Friday, October 23, 2015

The Road Not Taken In Climate Change

In The Road Not Taken, Robert Frost said,
I shall be telling this with a sigh
Somewhere ages and ages hence:
Two roads diverged in a wood, and I—
I took the one less traveled by,
And that has made all the difference.

Some people view this as a celebration - by taking the road less traveled he had good experiences that he might not have had otherwise. Others view it as a lament - this road led him to things he would prefer he hadn't experienced. Either way, the point is made. We all have that occasion to go right or go left and the decision makes 'all the difference.'

That time has long since passed when it comes to climate change. We came to the branch in the road decades ago and decided not to take the path of dealing with it. Now, we are in a time and place where manmade climate change is a reality we have to deal with. That is why I find it interesting to see articles about whether or not global warming is responsible for some weather event.

In recent months, we have seen massive heat waves that have left thousands dead in India and Pakistan, huge flash floods in the Southwest that swept away homes and cars; incredible drought in California resulting in record amounts of wildfires and eventual mudslides; super-typhoons in the Pacific; and a '1000-year' flood in South Carolina, to name just a few. For all of these events (and many more), the question is always raised - is this the result of global warming? The problem is this question makes no sense.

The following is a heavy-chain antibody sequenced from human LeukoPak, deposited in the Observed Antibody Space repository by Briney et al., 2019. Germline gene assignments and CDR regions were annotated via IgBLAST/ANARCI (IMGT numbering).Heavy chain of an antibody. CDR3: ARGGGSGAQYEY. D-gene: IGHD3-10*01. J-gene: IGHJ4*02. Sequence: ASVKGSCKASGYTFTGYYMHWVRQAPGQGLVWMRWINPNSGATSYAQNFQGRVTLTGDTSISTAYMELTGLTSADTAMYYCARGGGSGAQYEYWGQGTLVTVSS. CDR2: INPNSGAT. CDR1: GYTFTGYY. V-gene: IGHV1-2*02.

Asking this question supposes we know of some alternative time-line without manmade climate change, one where we can check the weather on a given date and compare it to our own timeline to see how they compare. If we hadn't changed the climate, would California still have a drought? Would South Caroline still have a '1000-year' flood? Would thousands still be dead from heat in India and Pakistan? How do we know and how could we possibly know? The best we can do is make an effort at calculating the probabilities of such events. And, of course, how can you tell if this particular event is the result of AGW or not?

The answer is, they are all the result of AGW - every single one of them. In fact, all weather is the result of AGW. We are responsible for every single weather event, no matter how mild or severe. The reason is weather doesn't just pop-up out of nothingness and climate change isn't some switch you can flip on or off. Significant AGW has been ongoing for over 40 years. That means any climate system today is the end product of a 40-year climate system that has been changed by our emissions.

There is the claim in chaos theory that a butterfly flapping its wings in the Rocky Mountains can cause a storm in Miami three days later. I don't subscribe to this belief, but the point is important. If weather is so sensitive that a butterfly flapping its wings can change it, then what will be the effect of 40 years of AGW? Wouldn't everything be different as a result?

There is no alternative timeline to which we can compare our weather. All weather today is the result of manmade climate change caused by human emissions. There is no other possible conclusion. And, we made the decision decades ago to do nothing about that. We chose our path in the woods and that has made all the difference.

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